• profile image

      rover 8 years ago

      Dhart i disagree with u about 1 thing, u can't say that "anyone who would forge a signature to try & get affordable child care has to be desperate." people are always trying to take advantage of the system.

      I live in africa where people earn so little money its ridiculous, but they don't all go any kill each other just because times are tough, they fight through, and they aer happy.. Whenever a tragedy like this takes place there will always be people to blame, but at the end of the day, there are always people in shit situations, its not the hospital's fault or the family's fault it's just how life goes

    • Dhart profile image

      Dhart 8 years ago from Culver City, CA

      Have you ever considered the possibility that sometimes people can't rise above the circumstances?

      Clearly this was a guy that was desparate - anyone who would forge a signature to try & get affordable child care has to be so.

      Also, losing one's job and being on the verge of foreclosure and homelessness, as this family was, would also make one desparate; this was not just a mere "bump on the road of life", as you put it - you make what happened to him seem like nothing

      And I wonder if you read the entire piece. I mentioned that what Lupoe did to get fired was wrong.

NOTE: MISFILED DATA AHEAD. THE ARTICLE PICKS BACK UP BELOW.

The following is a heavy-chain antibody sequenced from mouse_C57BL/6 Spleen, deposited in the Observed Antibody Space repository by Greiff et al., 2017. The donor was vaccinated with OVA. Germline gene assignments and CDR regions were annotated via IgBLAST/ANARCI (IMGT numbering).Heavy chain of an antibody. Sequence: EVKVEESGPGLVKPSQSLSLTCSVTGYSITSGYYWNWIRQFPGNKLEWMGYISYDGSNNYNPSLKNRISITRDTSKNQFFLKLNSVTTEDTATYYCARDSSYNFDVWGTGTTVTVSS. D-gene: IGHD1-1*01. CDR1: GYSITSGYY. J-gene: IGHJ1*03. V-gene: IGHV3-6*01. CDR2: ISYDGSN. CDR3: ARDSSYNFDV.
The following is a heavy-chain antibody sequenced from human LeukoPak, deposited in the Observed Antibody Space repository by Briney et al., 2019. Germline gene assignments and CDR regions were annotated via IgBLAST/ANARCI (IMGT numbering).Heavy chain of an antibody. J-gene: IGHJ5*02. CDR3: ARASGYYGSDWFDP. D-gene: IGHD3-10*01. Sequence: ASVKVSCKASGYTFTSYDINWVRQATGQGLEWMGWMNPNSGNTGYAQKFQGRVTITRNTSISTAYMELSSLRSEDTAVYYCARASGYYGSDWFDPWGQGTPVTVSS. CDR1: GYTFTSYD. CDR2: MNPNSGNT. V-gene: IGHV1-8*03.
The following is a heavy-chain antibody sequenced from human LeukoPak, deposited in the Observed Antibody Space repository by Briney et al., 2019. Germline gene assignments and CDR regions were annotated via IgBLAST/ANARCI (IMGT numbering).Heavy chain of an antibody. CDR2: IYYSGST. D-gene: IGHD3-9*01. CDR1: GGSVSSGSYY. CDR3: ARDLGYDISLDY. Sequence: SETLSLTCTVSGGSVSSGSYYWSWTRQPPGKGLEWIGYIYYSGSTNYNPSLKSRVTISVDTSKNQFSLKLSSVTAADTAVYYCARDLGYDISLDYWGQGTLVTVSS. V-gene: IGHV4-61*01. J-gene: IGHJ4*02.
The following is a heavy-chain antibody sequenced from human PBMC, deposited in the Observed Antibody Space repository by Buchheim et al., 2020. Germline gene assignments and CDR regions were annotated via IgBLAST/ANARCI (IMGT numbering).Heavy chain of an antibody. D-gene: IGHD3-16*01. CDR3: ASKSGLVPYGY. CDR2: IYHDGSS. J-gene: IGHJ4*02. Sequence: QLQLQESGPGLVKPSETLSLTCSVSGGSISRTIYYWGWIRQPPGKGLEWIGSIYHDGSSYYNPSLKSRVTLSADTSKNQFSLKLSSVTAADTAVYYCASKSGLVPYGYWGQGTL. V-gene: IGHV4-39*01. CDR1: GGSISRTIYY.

My point was, Kaiser was absolutely heartless in how they dealt with that situation. Why couldn't they establish a more affordable child care? Or even give Lupoe & his wife a better salary? If they did that, 7 people would have lived, & we wouldn't be having this conversation.

      What you said in your comments is real easy to say, you probably have never dealt with Kaiser and you financial situation is likely all hunky-dory. But if you were faced with Lupoe's situation and had absolutely nowhere to turn, well, maybe you wouldn't have killed yourself & your loved ones, but I'll bet you would've at least thought about some desparate measures.

      As such, you sound as heartless and unsympathetic as Kaiser. I only hope I never encounter you if I ever become homeless or something like that. 

      I should ask you this: If you lost your job and had no source or hope of income, and you were about to lose your house, what would you have done?

      And don't just say "get another job". What if there were no jobs, & every place you went to told you to get lost?

    • profile image

      Janet 8 years ago

      Wow, this is rediculous. What ever happened to people rising above the circumstance. Everyone is in charge of thier own fate. Kaiser Permanente clearly made mistakes, however, if we took every bump in the road of life to be the last straw wherewould most of us be. We could go through all the details with fine tooth comb as well. What Kaiser did. What the Lupoe did or could have not done. To my understanding forging a signature wasn't all Lupoe was responsible for misrepresenting. Either way this is a horrible outcome to a circumstance. But I don't blame someone else when things go wrong, even if they are the cause. I choose the higher ground, find a solution. Which certainly isn't taking it out on my family. Making them suffer the consequence of my or even someone elses actions.